Asus ROG Phone review

Overkill, fresh and a lot of fun

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 Battery life

  • 4,000mAh battery
  • RGB lighting impacts battery
  • Power saving software

4,000mAh of battery power puts the ROG Phone on a par with the Huawei Mate 20, Razer Phone 2 and Samsung Galaxy Note 9 when it comes to capacity. 

In terms of stamina, 90 minutes of FHD video playback, with the RGB lighting around the back fired up, took the battery down to 82%. Power down the lights and you can save yourself a hefty 7%, with the meter dropping to just 89%.

Both sets of numbers are highly respectable, with the latter figure putting the ROG Phone in the upper echelon of smartphone battery performance, despite its overclocked processor.

Perhaps the most notable omission for a 2018 flagship is the lack of wireless charging, found on everything from the iPhone XS to the Razer Phone 2 and Samsung Galaxy S9. It could be argued that this omission is made up for to a degree by the second charging port, but two wired charging ports don’t make a wireless one.


  • 12MP+8MP dual camera
  • One wide angle, one ultra-wide angle
  • Impressive performance

After the precedent for gaming phone cameras set by Razer, we weren’t expecting a great deal from the ROG. The dual-camera system is pretty typical, adopting the LG G7 approach – one wide, one super-wide-angle. 

The main 12MP camera has an f/1.8 aperture and nice big 1.4µm pixels, as well as 4-axis OIS (optical image stabilization) and dual-pixel phase-detection autofocus. The secondary camera is an 8MP sensor with an f/2.2 aperture, and no OIS or autofocus, but at a super-wide-angle 12mm equivalent that’s not a big deal.

The camera also supports up to 4K video up to 60fps, and slow motion at up to 240fps at 1080p, which keeps it really competitive. 

These surprisingly positive specs translate to great photos and videos.

The automatic mode is quick to focus and accurate with it, handles exposure well for the most part, and in good light is excellent at capturing detail. The HDR function automatically fires up in challenging conditions and is able to work wonders with shadows, producing pictures that pack vibrancy and detail across their tonal range.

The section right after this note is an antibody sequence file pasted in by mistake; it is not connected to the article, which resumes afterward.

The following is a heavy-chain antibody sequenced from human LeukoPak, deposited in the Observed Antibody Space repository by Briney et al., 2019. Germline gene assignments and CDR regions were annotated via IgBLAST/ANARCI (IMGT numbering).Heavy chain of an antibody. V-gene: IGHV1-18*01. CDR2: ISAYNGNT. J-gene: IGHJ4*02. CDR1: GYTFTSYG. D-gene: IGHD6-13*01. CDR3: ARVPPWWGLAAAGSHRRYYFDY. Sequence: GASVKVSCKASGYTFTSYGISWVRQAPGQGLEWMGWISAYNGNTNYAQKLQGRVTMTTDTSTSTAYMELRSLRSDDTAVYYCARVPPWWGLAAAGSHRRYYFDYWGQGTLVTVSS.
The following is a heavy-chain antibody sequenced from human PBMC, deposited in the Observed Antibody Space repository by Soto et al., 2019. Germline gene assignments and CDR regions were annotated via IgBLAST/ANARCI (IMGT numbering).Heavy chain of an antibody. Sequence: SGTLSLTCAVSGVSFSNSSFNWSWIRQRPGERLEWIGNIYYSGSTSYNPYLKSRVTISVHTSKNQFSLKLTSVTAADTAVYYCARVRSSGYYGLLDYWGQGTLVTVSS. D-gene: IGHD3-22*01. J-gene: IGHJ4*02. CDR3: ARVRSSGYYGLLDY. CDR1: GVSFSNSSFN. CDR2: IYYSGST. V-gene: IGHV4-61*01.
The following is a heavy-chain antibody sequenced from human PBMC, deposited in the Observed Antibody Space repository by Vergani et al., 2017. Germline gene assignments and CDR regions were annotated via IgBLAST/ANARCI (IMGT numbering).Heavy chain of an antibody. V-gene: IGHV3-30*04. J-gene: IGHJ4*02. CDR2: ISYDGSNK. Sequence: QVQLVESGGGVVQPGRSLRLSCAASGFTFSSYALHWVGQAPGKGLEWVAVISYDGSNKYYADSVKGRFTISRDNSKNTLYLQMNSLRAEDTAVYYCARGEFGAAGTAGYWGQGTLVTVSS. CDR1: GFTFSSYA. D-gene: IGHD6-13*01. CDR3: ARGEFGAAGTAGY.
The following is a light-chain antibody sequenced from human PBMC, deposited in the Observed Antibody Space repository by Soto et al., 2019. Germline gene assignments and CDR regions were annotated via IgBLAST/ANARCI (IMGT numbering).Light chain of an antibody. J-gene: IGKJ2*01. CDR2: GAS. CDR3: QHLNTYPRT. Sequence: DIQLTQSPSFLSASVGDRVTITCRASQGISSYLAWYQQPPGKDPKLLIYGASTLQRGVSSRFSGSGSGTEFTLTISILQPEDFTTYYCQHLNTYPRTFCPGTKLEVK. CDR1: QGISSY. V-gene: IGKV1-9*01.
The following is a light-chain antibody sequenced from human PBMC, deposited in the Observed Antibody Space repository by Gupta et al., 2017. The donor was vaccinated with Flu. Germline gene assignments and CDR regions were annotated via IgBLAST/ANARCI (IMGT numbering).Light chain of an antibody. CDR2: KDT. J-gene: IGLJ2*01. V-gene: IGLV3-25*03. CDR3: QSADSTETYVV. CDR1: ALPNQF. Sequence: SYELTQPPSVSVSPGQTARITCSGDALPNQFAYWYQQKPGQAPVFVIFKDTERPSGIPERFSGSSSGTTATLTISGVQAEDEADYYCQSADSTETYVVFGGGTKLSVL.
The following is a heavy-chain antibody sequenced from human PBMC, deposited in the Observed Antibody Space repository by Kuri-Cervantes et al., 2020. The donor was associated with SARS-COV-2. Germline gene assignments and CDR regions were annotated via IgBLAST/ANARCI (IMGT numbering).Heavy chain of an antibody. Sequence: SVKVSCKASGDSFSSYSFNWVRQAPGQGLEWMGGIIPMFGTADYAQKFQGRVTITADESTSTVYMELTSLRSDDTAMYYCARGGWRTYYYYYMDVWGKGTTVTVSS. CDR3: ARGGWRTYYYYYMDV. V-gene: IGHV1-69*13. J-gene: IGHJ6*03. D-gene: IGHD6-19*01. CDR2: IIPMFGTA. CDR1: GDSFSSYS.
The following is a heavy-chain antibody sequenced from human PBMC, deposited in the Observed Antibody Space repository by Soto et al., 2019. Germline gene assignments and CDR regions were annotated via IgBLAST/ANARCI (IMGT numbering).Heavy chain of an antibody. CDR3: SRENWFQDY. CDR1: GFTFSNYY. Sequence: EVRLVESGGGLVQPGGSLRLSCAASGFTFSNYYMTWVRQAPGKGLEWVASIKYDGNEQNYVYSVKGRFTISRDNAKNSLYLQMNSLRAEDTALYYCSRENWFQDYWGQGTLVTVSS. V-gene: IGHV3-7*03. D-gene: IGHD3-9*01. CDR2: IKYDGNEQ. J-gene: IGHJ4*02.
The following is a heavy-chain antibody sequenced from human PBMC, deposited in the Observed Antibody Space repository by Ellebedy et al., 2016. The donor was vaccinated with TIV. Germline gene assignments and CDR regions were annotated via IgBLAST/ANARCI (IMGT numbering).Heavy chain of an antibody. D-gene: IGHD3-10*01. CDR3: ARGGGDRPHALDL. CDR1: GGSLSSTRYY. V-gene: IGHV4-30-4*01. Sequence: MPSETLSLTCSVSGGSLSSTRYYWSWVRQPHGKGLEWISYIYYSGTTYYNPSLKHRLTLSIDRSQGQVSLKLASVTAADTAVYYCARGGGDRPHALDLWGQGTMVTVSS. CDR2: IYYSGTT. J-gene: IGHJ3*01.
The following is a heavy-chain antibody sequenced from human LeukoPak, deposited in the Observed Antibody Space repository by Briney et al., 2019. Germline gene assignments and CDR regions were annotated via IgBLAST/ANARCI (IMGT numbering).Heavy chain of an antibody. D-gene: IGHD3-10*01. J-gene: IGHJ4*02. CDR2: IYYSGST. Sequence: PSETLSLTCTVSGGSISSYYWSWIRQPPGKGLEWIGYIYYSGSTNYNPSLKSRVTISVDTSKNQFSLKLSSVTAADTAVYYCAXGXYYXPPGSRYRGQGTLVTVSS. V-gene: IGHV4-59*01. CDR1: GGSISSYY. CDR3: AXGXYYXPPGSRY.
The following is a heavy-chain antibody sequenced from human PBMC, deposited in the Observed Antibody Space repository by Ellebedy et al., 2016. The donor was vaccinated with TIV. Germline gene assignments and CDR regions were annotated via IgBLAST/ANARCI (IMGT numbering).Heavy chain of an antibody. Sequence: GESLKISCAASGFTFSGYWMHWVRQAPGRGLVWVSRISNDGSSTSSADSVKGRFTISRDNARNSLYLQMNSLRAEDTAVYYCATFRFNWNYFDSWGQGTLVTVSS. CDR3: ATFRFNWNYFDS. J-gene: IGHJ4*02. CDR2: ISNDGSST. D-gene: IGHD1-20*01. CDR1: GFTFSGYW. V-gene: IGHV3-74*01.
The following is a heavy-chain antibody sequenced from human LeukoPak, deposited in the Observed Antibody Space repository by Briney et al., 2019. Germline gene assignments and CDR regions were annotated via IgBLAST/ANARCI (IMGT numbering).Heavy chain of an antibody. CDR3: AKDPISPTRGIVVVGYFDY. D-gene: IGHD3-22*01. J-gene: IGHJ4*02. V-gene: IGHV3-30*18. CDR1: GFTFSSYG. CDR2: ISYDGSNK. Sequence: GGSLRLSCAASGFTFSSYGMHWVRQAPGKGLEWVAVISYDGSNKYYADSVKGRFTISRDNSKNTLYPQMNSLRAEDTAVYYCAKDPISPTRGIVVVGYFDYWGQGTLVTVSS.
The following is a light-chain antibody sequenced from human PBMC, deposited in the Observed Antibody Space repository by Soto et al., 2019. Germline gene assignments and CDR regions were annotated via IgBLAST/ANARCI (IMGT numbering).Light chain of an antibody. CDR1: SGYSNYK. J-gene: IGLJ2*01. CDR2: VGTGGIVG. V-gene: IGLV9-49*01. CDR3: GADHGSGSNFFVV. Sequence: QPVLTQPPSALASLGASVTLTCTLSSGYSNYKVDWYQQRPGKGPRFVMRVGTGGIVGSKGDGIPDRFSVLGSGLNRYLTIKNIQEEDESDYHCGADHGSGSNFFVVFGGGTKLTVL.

Interestingly, it’s highlights that the ROG Phone finds hardest to deal with, not shadows. When you have a really bright area, the camera can produce vivid banding, as illustrated below.   

When the lights drop, though, it’s all very competitive, with noise creeping in when you’d expect it to, and not before, and no aggressive oversoftening. Instead, Asus leaves a bit of grain in the shot, which we personally prefer, giving you scope to edit it out after the picture is taken if you so choose. 

The ROG Phone also shoots raw, handy for anyone who wants to jump into Lightroom and take control over their edits, and it has a Super Resolution mode which simulates 49MP resolution, pulling out a bit more detail than the automatic mode.

Meanwhile, the selfie camera with its 8MP resolution and f/2 aperture offers bokeh and beauty effects. Pictures are sharp, and the beauty effects can be dialed up and down. A selfie panorama feature simulates a wide-angle lens, while a fun selfie GIF creator lets you create 50-frame animations for easy sharing.

As for video quality, in good lighting it’s great, with the OIS and electronic stabilization working to great effect. Where it drops the ball a little bit is in low light, with no HDR magic to compensate for the small sensor size. 

This means things get a bit grainier at night and indoors than they do with the best of the best, but the fact is that no smartphone has nailed low-light video as of yet, so we’re not too disappointed.

Storage and connections

  • 128GB or 512GB storage options available
  • no microSD card support

128GB of storage is exactly what we would have hoped to see in the Asus ROG Phone’s entry-level configuration – it’s all but essential in the absence of microSD card support, and this capacity should suit most for the lifetime of their smartphone. 

If, however, you’re a hardcore mobile gamer and reckon you’ll get through this sooner, the phone is available in a 512GB flavor too, priced at $1,099 in the US – there’s no word yet of a UK release for this variant.

The ROG Phone’s other connections are also excellent – the Snapdragon 845 delivers download speeds of up to 1.2Gbps, while there’s Bluetooth 5.0 onboard, dual-SIM slots, and a ton of accessories available – check out the video below for the full rundown:

Basil Kronfli

Basil Kronfli is the Head of content at Make Honey and freelance technology journalist. He is an experienced writer and producer and is skilled in video production, and runs the technology YouTube channel TechEdit.